The universities minister has urged students to act responsibly to ensure campuses can remain open.
Ahead of thousands of students arriving at campuses across the country for freshers’ week, Michelle Donelan has warned police will take “serious action” against those organising large events.
New restrictions are coming into force in England on Monday that mean social gatherings of more than six people will be against the law both indoors and outdoors – including in pubs and restaurants.
After reports some companies have been advertising mass social freshers’ events, Ms Donelan said: “Health advice only works if we all follow it.
“I urge students, just like the wider public, to do their bit and act responsibly to ensure campuses can remain open for them to use and enjoy.”
She added: “As a Government, we have clearly set out the consequences for anyone who risks spreading the virus, whether that’s through illicit social gatherings or organising large events.
“The police and local authorities will take serious action where it is necessary.”
Our updated guidance, based on the latest scientific advice, will help universities make campuses as safe as possible for students and staff ahead of the new term starting 👇https://t.co/2w39yYieyr#UniSafe pic.twitter.com/KcdqKU5E9l
— Department for Education (@educationgovuk) September 10, 2020
The warning came after health minister Lord Bethell appealed to students not to spread coronavirus in “pubs, clubs and bedrooms up and down the country”.
Professor Dame Nancy Rothwell, vice-chancellor of the University of Manchester, said students could face exclusions if they do not follow rules on social distancing.
Boris Johnson also pleaded with students not to socialise in larger groups and said they should not return to their family in the event of a local outbreak.
Lord Bethell told the Lords: “We are deeply concerned about the spread among students. Some of that spread will take place in universities, and I pay tribute to the efforts of vice-chancellors to put in place social distancing arrangements in universities. We hope that they will have an impact.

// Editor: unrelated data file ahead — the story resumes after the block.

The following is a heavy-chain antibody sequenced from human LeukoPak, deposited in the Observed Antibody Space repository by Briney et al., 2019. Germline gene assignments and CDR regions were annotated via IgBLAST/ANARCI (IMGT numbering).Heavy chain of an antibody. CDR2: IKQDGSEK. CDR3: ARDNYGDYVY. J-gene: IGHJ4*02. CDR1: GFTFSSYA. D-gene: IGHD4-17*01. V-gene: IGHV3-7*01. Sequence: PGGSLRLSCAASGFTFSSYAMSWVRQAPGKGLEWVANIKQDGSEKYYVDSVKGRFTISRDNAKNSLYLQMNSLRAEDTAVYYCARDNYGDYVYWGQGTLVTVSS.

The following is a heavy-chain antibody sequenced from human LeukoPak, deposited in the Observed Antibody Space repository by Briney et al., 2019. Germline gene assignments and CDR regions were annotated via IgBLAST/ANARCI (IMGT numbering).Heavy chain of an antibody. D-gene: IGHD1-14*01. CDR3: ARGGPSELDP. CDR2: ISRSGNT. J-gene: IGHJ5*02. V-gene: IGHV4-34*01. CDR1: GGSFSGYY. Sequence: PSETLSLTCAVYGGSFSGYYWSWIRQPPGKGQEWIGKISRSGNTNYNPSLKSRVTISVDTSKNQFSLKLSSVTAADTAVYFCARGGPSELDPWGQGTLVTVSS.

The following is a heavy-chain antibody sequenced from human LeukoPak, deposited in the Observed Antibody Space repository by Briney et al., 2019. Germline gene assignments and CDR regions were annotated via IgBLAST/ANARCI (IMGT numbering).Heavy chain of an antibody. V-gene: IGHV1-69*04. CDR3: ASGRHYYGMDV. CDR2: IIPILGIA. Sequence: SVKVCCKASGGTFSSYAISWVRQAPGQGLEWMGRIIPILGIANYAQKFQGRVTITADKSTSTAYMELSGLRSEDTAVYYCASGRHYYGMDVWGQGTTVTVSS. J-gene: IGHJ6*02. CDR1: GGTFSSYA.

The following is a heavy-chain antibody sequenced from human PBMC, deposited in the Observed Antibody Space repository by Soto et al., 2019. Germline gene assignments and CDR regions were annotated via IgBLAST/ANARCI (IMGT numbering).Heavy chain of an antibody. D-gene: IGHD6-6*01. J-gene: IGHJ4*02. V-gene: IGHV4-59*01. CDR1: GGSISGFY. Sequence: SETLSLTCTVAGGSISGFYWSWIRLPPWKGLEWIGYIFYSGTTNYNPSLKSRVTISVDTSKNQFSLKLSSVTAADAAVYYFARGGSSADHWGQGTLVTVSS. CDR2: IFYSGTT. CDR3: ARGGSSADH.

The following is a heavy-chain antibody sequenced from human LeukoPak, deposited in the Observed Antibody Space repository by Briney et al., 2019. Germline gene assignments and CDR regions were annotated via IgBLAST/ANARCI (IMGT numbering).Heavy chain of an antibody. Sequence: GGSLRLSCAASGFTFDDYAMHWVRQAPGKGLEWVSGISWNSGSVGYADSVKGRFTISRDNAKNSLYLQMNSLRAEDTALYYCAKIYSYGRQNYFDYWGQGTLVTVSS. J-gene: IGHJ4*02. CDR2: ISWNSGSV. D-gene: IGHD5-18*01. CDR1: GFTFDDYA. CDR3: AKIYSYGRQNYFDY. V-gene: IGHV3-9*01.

“However, some of the effect is in their social life — in pubs, clubs and bedrooms up and down the country. That is the responsibility of the students themselves, and we are looking at measures to enhance and enforce the social distancing measures that will stop the spread of this disease.”
All social activities will need to comply with new rules but students will be able to socialise with the same “household” they form in their accommodation.
Guidance from the Department for Education (DfE) says universities should not allow students to have “private gatherings” in halls of residence that exceed the limits for gatherings in private households.
But it says universities should support students to socialise in Covid-secure environments – like campus bars and students’ unions – and they should identify “safer social activities” for them.
“We are aware of the planning already under way for freshers’ events that provide Covid-secure entertainment activities in ways that comply with public health guidance,” the advice adds.
On Thursday, Health Secretary Matt Hancock also pleaded with university students to “follow the rules”.
He told MPs: “If you are a student who is about to return to university or go to university for the first time then please, for the sake of your education and your parents’ and grandparents’ health, follow the rules and don’t gather in groups of more than six.”